When I retired to my bed last night after a great day out with the Barnes Birds at Rainham, my feet were aching, my knees were sore and I was shattered. I had made no concrete plans for today but I half wanted to get to Barnes (the London Wetland Centre) to catch up with some friends. When I woke up at 6am this morning, the weather was very overcast, and cold, and chilly. So, I thought to myself, I'll stay in today then. No point in going to Lake Farm either in this weather, I knew the Reed Buntings would be hunkered down in the hedgerow, and there wouldn't be a lot else around as the site is so exposed. Mulling over my first coffee of the day I had second thoughts and checked the sightings at Barnes. A solo Black-tailed Godwit was around plus Bearded Tits had been heard 'pinging'. Stay in or go out ? Stay in the warmth with cat cuddles and a good book, or go out, catch up with some old friends and maybe get a photo of Black-tailed Godwit, which I hadn't managed to get a decent photo of for a few months. The Godwit and old friends won. I got washed and dressed and layered up with my hat, snood and gloves and made my way to Barnes.
When I got there I found Philip, John, Therese (my old friends) and Joe were enjoying a cuppa in the cafe. Phillip volunteers at Barnes so if you ever visit on a Sunday, head for the Peacock Tower between 11am and 2pm and look out for the Guide in the Hide - that's our Phillip - feel free to give him some grief, he gets lonely up there sometimes hehehehehe.
I hadn't seen any of this crowd for some weeks, so after a brief catch up, John then told us about the good views of Brambling and Siskins he had seen at Warnham Nature Reserve a few days earlier. Ive not seen a Brambling this year, and Joe had never seen one, and so when John suggested we pop down there for a couple of hours, Joe and I nearly bit his hand off ! Godwit versus Brambling ? Sorry, no competition ! Poor Phillip had to stay behind to honour his volunteer duties, but John, Therese, Joe and I shot off without a guilty glance (sorry Phillip but you know how it is mate x)
It took just over an hour to get from the London Wetland Centre to Warnham Nature Reserve. And I was so glad I decided to go out this morning. What a wonderful place ! From the minute you park up, you can see the site has been very carefully managed and maintained.....not for humans, but for what matters, the wildlife. I've added a link to their website after my photos. All I can say is, after meeting several staff members and volunteers, this is a nature reserve that is purely built on dedication. The staff are well informed and more than happy to share their knowledge with you. Not one of them cut us short or tried to move on, they happily stood in the cold wind chatting to you, and pulled up a seat to chat to you inside the small but well equipped cafe, even though you could see they were obviously busy. I thought the staff at Rainham were great, but that's a managed RSPB site, Warnham depends almost entirely on donations. My £1 entry fee was very well spent !
The bird feeding area was definitely the high-light of my short visit. I really like the one at Rainham, I like to see natural wood being used in its setting but the Warnham one is spectacular. A hide stretches about 20 feet all around one side of the feeders. Lots of trees are incorporated withing the feeding area, so its a photographers dream. The birds perch on the trees and branches and log stumps before either going to the feeders or feeding on the floor. Because you're hidden by the hide, some of the birds are literally feeding on the floor just feet away from you.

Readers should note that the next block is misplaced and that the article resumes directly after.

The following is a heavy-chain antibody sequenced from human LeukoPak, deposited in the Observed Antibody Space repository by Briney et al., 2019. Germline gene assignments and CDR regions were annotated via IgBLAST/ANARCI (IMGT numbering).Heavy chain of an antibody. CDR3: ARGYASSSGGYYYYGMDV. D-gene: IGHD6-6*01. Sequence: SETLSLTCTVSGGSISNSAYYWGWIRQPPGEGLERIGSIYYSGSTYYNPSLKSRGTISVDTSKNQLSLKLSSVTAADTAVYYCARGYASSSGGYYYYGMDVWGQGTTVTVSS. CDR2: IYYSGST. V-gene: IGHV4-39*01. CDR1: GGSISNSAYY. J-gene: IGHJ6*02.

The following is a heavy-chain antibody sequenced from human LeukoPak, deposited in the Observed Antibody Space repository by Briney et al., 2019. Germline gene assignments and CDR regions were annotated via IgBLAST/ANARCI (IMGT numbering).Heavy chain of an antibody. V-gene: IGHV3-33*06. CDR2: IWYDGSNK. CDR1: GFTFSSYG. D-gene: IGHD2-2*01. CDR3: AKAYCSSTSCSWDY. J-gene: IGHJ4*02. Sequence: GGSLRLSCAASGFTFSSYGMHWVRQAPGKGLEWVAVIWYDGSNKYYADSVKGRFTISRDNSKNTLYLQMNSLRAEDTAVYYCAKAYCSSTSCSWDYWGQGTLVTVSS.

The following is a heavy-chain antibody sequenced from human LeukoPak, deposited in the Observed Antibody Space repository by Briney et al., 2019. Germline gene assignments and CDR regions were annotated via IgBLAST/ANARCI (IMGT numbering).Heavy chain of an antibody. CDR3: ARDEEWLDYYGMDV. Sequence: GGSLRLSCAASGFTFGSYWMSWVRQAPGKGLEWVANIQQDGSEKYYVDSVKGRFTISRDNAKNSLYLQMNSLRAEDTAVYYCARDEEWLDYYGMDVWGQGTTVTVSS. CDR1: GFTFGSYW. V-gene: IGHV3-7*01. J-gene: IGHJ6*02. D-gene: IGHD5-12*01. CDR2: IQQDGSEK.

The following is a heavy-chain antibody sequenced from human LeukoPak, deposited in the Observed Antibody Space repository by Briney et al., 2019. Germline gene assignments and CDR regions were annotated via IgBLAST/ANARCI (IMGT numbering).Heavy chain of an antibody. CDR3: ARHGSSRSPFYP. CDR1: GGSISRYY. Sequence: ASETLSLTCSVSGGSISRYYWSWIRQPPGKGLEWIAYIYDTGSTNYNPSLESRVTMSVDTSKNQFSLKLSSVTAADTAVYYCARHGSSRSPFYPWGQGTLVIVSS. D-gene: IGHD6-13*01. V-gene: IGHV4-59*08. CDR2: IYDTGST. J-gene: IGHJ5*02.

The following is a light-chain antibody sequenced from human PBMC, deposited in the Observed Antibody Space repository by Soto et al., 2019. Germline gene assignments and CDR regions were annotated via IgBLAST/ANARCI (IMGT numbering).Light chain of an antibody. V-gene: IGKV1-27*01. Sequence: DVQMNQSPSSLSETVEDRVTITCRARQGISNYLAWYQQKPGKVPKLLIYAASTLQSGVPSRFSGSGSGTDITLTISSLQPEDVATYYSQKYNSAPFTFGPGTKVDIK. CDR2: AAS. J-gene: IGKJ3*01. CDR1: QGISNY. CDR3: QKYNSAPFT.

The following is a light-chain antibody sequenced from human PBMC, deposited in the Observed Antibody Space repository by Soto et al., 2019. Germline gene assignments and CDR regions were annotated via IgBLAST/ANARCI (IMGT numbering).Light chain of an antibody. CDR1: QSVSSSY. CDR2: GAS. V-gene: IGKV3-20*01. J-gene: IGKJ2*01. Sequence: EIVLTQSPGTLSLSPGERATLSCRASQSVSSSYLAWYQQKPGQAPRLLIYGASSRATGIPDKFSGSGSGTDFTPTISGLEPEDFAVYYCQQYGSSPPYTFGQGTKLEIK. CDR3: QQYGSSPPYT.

This was just a flying visit, I don't think we were there longer than three hours. I had to be dragged away from the bird feeders to have a brief and quick stroll around some of the rest of the site. This is a place where you can easily spend a whole day, and still feel you've missed out on something.
The food in the cafe was delicious and very reasonably priced considering everything was made while you waited. The soup that John and Therese had, was home made and presented beautifully. Joe and I had paninis, and they came with enough salad and home made coleslaw, to ensure you didn't need a big dinner later that day.
Also in the cafe area are three enclosures containing Harvest mice. Two of them are for breeding, and one is for the youngsters before they are released back into the wild at a nearby farm. While we were there today, the staff were also busy setting up a webcam on a Herons nest, with a screen showing the nest in the cafe.
I really cant wait to go back there for a full day (or even two if I decide to stay overnight in nearby Horsham). Between John and the staff at Warnham, Ive been told where are the best places to see Treecreepers and Lesser Spotted Woodpeckers, where the best dragonfly ponds are, where the Hobbys like to hunt in summer, where the best walks are around this beautiful site and I already know where to get a great cup of coffee and a decent warming meal. And the cake portions are so generous that one slice apparently feeds two !
So here are a few of my favourite photos from today. I got the Brambling and Siskin, and more.
|female Siskin and male Lesser Redpoll|
|male Redpoll in full plumage|
|Lesser Redpoll - female ?|
Brilliant day out even if it was short and sweet. Huge thanks to John for suggesting it, and using his own petrol to take us there, and refusing petrol money. Big thanks to Therese for making me laugh as always and being such great company. And congratulations Joe, on getting your first Brambling.